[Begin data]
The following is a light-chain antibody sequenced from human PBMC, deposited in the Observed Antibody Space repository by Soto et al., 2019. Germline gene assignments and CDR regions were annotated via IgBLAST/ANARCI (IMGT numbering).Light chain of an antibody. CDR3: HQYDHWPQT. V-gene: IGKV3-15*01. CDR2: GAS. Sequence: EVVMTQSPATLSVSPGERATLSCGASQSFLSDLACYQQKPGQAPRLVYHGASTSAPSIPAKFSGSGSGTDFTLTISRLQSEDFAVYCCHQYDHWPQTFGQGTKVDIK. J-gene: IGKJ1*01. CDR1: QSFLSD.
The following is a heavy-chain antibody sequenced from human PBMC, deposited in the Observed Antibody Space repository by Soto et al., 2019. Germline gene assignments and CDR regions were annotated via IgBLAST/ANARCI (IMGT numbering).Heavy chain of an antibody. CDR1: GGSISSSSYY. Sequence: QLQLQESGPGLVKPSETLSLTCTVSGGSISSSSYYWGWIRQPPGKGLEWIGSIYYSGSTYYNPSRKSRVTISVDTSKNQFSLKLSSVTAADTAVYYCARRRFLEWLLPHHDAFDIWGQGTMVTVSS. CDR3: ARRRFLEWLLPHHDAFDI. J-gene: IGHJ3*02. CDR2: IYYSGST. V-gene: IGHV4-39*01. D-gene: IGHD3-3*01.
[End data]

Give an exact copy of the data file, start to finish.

The following is a light-chain antibody sequenced from human PBMC, deposited in the Observed Antibody Space repository by Soto et al., 2019. Germline gene assignments and CDR regions were annotated via IgBLAST/ANARCI (IMGT numbering).Light chain of an antibody. CDR3: HQYDHWPQT. V-gene: IGKV3-15*01. CDR2: GAS. Sequence: EVVMTQSPATLSVSPGERATLSCGASQSFLSDLACYQQKPGQAPRLVYHGASTSAPSIPAKFSGSGSGTDFTLTISRLQSEDFAVYCCHQYDHWPQTFGQGTKVDIK. J-gene: IGKJ1*01. CDR1: QSFLSD.
The following is a heavy-chain antibody sequenced from human PBMC, deposited in the Observed Antibody Space repository by Soto et al., 2019. Germline gene assignments and CDR regions were annotated via IgBLAST/ANARCI (IMGT numbering).Heavy chain of an antibody. CDR1: GGSISSSSYY. Sequence: QLQLQESGPGLVKPSETLSLTCTVSGGSISSSSYYWGWIRQPPGKGLEWIGSIYYSGSTYYNPSRKSRVTISVDTSKNQFSLKLSSVTAADTAVYYCARRRFLEWLLPHHDAFDIWGQGTMVTVSS. CDR3: ARRRFLEWLLPHHDAFDI. J-gene: IGHJ3*02. CDR2: IYYSGST. V-gene: IGHV4-39*01. D-gene: IGHD3-3*01.